Although floods can occur throughout the year, the West Coast rainy season usually lasts from November to April. This window increases the chance of heavy flooding and flash flood risks.
Wildfires have dramatically changed the landscape and ground conditions on the West Coast, causing fire-scorched land to develop in to mudflows under heavy rain. Experts believe it will take years for the vegetation to be fully restored, which in turn will help stabilize these areas.
In addition to the heavy rains and wildfires, the West Coast has thousands of miles of levees, which were constructed to help protect homes and land in case of a flood. However, levees are not fail-proof and can, weaken, or overtop when waters rise, often causing catastrophic results.
Levees & Dams –
Levees are designed to protect hold back a certain level of water. However, levees can and do fail; and when they fail, they can fail catastrophically. Weakening of levees over time, or as a result of weather events exceeding the levee’s level of support, can cause the levee to be overtopped or breached, thus increasing the chance for flooding. Homeowners and renters insurance policies usually do not cover flood loss, therefore FEMA strongly encourages those who live and work behind levees to consider flood insurance as a dependable financial security from a flood event.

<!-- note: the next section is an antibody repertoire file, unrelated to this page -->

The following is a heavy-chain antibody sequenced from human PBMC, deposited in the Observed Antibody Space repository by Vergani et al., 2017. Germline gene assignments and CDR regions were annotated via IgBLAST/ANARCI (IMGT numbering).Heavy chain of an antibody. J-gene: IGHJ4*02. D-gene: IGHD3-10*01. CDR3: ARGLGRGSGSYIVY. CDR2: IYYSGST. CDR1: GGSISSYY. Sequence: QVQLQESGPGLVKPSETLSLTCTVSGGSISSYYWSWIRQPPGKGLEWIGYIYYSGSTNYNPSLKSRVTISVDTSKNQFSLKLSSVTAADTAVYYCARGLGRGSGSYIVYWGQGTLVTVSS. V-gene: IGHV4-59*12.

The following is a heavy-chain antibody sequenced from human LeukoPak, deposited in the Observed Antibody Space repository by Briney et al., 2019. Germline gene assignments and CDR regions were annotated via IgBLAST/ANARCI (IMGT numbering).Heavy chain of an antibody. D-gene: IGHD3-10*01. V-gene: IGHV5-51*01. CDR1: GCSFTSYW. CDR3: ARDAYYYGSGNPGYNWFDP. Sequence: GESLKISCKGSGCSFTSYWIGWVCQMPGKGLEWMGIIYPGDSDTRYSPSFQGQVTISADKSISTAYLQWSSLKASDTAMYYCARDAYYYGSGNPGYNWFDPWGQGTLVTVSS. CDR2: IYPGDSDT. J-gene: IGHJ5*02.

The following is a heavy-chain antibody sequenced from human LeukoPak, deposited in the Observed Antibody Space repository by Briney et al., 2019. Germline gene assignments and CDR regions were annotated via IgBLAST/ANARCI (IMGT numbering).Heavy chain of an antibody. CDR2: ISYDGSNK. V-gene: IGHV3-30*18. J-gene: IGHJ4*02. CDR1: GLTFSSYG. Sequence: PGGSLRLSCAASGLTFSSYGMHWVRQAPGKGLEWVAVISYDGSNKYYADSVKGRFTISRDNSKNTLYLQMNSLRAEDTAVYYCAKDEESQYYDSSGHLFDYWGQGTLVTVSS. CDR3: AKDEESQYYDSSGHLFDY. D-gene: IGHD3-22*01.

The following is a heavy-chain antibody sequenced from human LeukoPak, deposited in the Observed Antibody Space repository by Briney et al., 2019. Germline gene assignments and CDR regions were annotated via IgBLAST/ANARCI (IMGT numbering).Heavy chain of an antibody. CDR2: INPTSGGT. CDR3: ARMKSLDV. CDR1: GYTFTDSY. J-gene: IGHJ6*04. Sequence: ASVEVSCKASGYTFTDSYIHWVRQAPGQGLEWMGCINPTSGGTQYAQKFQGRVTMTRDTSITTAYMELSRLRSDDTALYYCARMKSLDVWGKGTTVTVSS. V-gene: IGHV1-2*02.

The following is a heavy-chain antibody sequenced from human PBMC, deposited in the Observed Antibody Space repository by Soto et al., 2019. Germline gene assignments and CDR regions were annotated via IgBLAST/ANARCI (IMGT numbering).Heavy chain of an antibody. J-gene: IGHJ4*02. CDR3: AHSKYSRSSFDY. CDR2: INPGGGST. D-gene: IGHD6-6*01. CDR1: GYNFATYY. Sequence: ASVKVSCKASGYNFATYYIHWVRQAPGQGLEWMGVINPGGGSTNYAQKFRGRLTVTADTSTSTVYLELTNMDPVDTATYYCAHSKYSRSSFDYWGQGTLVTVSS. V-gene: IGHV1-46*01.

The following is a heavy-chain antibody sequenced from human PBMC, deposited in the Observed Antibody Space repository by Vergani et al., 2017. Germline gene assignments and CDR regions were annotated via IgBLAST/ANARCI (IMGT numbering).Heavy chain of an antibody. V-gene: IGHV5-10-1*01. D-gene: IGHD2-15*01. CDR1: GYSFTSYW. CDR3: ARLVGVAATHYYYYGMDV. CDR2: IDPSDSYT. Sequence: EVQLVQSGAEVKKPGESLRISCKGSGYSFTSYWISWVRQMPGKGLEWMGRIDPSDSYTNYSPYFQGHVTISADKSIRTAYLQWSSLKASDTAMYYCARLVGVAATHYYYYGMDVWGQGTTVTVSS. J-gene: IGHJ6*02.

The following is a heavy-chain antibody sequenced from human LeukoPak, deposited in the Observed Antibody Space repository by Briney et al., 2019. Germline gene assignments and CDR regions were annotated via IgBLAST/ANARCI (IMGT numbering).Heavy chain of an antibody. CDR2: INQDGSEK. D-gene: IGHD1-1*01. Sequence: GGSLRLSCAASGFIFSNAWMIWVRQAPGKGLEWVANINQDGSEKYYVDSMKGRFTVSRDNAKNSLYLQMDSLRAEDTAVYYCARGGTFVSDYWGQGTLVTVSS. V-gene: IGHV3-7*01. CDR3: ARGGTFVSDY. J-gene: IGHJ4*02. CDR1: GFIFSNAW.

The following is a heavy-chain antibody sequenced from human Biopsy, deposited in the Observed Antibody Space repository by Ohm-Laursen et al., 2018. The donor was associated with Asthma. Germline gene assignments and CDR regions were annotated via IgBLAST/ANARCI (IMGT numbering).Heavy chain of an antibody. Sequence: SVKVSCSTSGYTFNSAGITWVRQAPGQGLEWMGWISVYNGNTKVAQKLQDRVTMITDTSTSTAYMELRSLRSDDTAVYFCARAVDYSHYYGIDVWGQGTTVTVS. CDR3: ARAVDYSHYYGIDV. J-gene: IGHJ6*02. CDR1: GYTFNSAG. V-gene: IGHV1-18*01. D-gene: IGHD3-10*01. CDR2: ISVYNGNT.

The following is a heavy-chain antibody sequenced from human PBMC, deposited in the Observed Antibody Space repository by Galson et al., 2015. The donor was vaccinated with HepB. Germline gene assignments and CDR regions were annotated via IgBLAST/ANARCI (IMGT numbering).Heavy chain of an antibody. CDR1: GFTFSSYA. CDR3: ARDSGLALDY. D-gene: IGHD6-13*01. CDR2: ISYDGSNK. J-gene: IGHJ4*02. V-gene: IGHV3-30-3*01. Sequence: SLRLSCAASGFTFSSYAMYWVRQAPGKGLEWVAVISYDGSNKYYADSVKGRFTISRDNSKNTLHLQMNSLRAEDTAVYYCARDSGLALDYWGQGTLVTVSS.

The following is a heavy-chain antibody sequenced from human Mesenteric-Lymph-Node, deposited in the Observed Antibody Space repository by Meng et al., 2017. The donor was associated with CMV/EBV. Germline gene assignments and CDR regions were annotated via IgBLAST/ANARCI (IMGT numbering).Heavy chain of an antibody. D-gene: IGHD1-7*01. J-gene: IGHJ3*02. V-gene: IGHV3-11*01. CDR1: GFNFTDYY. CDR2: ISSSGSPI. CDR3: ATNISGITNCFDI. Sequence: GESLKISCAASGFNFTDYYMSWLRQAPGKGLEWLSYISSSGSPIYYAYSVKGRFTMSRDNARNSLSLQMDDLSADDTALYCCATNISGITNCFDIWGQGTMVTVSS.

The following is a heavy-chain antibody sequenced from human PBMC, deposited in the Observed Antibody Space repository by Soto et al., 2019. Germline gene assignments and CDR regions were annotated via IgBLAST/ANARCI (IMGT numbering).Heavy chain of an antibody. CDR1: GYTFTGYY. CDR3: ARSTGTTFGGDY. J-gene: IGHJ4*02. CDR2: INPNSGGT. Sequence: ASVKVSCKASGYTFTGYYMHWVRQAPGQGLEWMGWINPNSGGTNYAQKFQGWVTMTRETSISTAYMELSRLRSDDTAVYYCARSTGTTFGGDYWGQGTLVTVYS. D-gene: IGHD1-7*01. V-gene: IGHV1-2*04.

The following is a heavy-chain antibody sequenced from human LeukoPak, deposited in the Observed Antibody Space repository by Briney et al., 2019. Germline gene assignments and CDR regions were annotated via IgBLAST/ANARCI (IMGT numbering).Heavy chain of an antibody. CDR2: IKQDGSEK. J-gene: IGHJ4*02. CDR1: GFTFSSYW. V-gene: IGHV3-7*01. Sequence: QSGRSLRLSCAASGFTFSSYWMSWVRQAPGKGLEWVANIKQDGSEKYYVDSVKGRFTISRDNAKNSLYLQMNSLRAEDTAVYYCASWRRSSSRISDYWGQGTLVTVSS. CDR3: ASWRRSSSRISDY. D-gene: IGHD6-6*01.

Flash Floods –
Flash floods are the #1 weather-related killer in the U.S. since they can roll boulders, tear out trees, and destroy buildings and bridges. A flash flood is a rapid flooding of low-lying areas in less than six hours, which is caused by intense rainfall from a thunderstorm or several thunderstorms. Flash floods can also occur from the collapse of a man-made structure or ice dam.
New Development –
Construction and development can change the natural drainage and create brand new flood risks. That’s because new buildings, parking lots, and roads mean less land to absorb excess precipitation from heavy rains, hurricanes, and tropical storms.
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The following are important points to remember
Flood Watch – Flooding is possible. Tune in to NOAA Weather Radio, commercial radio or television for information.
Flash Flood Watch – Flash flooding is possible. Be prepared to move to higher ground; listen to NOAA Weather Radio, commercial radio or television for information.
Flood Warning – Flooding is occurring or will occur soon; if advised to evacuate, do so immediately.
Flash Flood Warning – A flash flood is occurring; seek higher ground immediately.
When driving in flood conditions:
- Six inches of water will reach the bottom of most passenger cars causing loss of control and possible stalling.
- A foot of water will float many vehicles
- Two feet of rushing water can carry away most vehicles including sport utility vehicles (SUV’s) and pick-ups.